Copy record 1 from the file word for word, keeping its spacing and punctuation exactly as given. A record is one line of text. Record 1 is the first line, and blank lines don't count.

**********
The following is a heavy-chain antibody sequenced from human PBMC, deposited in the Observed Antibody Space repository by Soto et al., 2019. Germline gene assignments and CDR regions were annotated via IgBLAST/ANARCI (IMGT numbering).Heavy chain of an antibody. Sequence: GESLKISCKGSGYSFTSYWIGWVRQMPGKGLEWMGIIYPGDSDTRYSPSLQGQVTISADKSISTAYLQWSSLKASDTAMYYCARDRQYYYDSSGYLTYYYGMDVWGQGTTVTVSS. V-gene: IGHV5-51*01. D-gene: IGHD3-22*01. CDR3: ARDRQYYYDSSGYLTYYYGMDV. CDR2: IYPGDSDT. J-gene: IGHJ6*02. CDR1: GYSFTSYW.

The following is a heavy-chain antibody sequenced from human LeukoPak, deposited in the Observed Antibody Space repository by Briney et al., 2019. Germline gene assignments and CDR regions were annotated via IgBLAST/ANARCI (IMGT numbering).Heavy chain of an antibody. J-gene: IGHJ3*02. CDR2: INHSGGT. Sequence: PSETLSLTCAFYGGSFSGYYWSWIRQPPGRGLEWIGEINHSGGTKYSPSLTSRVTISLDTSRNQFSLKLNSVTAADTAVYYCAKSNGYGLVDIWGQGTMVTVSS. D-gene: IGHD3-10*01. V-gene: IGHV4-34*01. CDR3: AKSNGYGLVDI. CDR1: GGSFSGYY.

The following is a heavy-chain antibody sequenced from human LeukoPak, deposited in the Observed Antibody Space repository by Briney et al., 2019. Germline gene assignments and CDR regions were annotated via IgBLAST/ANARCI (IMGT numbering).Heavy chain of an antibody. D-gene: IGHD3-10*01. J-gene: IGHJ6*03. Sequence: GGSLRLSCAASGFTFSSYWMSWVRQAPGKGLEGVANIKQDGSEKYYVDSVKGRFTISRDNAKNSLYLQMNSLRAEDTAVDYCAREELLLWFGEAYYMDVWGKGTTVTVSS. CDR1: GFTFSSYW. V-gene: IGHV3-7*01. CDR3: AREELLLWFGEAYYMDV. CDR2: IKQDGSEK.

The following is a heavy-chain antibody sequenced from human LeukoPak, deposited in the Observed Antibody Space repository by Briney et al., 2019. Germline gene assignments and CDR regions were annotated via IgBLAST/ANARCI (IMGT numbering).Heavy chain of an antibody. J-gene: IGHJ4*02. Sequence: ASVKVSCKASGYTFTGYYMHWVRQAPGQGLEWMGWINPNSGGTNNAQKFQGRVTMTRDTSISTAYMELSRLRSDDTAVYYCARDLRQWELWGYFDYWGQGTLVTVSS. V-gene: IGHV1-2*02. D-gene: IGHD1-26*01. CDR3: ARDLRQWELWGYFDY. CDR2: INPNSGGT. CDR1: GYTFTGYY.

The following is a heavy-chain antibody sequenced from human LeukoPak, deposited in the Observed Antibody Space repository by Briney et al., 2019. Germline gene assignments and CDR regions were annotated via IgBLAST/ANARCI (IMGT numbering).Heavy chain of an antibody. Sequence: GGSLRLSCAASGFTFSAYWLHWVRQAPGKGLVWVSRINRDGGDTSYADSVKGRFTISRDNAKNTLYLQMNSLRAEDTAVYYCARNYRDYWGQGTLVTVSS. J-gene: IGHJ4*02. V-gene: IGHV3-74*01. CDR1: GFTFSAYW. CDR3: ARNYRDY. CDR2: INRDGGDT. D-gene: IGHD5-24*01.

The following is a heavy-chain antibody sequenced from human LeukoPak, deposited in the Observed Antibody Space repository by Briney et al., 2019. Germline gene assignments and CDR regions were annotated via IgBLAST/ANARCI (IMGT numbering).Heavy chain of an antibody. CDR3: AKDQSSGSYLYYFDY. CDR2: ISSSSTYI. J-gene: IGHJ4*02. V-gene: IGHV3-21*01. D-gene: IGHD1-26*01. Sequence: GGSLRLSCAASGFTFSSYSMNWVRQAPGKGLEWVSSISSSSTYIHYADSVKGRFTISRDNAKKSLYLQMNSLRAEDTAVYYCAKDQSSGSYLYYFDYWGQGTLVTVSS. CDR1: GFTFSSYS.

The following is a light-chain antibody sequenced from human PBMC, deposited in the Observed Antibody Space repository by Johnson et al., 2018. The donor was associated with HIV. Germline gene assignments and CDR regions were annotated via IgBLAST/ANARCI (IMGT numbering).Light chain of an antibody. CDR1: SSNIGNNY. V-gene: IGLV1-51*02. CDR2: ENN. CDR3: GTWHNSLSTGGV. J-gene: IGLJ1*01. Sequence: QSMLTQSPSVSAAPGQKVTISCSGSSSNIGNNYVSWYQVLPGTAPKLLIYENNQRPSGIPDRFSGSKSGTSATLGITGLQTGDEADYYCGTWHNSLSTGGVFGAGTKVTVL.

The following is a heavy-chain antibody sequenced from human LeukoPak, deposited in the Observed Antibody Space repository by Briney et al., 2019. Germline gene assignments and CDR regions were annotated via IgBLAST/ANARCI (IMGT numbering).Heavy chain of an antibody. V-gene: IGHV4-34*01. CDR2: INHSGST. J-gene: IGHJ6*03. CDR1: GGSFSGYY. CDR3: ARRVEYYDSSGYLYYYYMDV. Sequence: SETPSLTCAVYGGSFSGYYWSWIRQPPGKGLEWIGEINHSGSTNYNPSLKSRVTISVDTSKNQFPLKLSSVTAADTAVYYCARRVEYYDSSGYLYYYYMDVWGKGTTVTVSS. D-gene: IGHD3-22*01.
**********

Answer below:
The following is a heavy-chain antibody sequenced from human PBMC, deposited in the Observed Antibody Space repository by Soto et al., 2019. Germline gene assignments and CDR regions were annotated via IgBLAST/ANARCI (IMGT numbering).Heavy chain of an antibody. Sequence: GESLKISCKGSGYSFTSYWIGWVRQMPGKGLEWMGIIYPGDSDTRYSPSLQGQVTISADKSISTAYLQWSSLKASDTAMYYCARDRQYYYDSSGYLTYYYGMDVWGQGTTVTVSS. V-gene: IGHV5-51*01. D-gene: IGHD3-22*01. CDR3: ARDRQYYYDSSGYLTYYYGMDV. CDR2: IYPGDSDT. J-gene: IGHJ6*02. CDR1: GYSFTSYW.